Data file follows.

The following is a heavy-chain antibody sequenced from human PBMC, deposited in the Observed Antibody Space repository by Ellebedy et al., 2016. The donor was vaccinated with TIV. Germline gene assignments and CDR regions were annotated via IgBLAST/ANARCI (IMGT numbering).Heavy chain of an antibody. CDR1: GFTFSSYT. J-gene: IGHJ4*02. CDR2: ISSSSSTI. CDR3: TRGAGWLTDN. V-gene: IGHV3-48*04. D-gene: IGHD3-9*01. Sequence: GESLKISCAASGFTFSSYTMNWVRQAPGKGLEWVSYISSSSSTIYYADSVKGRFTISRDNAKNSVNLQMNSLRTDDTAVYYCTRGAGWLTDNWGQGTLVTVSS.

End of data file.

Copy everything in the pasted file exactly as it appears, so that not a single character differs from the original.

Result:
The following is a heavy-chain antibody sequenced from human PBMC, deposited in the Observed Antibody Space repository by Ellebedy et al., 2016. The donor was vaccinated with TIV. Germline gene assignments and CDR regions were annotated via IgBLAST/ANARCI (IMGT numbering).Heavy chain of an antibody. CDR1: GFTFSSYT. J-gene: IGHJ4*02. CDR2: ISSSSSTI. CDR3: TRGAGWLTDN. V-gene: IGHV3-48*04. D-gene: IGHD3-9*01. Sequence: GESLKISCAASGFTFSSYTMNWVRQAPGKGLEWVSYISSSSSTIYYADSVKGRFTISRDNAKNSVNLQMNSLRTDDTAVYYCTRGAGWLTDNWGQGTLVTVSS.